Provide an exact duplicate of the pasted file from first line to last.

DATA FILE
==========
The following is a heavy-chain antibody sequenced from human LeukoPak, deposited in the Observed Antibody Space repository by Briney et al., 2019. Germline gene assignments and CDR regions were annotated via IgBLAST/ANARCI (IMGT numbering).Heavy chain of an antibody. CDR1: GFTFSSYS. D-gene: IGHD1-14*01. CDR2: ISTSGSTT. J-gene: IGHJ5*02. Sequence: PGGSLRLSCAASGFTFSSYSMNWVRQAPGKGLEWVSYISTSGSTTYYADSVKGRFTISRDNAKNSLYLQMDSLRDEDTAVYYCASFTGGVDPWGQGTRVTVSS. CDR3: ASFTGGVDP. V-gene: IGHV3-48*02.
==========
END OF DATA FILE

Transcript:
The following is a heavy-chain antibody sequenced from human LeukoPak, deposited in the Observed Antibody Space repository by Briney et al., 2019. Germline gene assignments and CDR regions were annotated via IgBLAST/ANARCI (IMGT numbering).Heavy chain of an antibody. CDR1: GFTFSSYS. D-gene: IGHD1-14*01. CDR2: ISTSGSTT. J-gene: IGHJ5*02. Sequence: PGGSLRLSCAASGFTFSSYSMNWVRQAPGKGLEWVSYISTSGSTTYYADSVKGRFTISRDNAKNSLYLQMDSLRDEDTAVYYCASFTGGVDPWGQGTRVTVSS. CDR3: ASFTGGVDP. V-gene: IGHV3-48*02.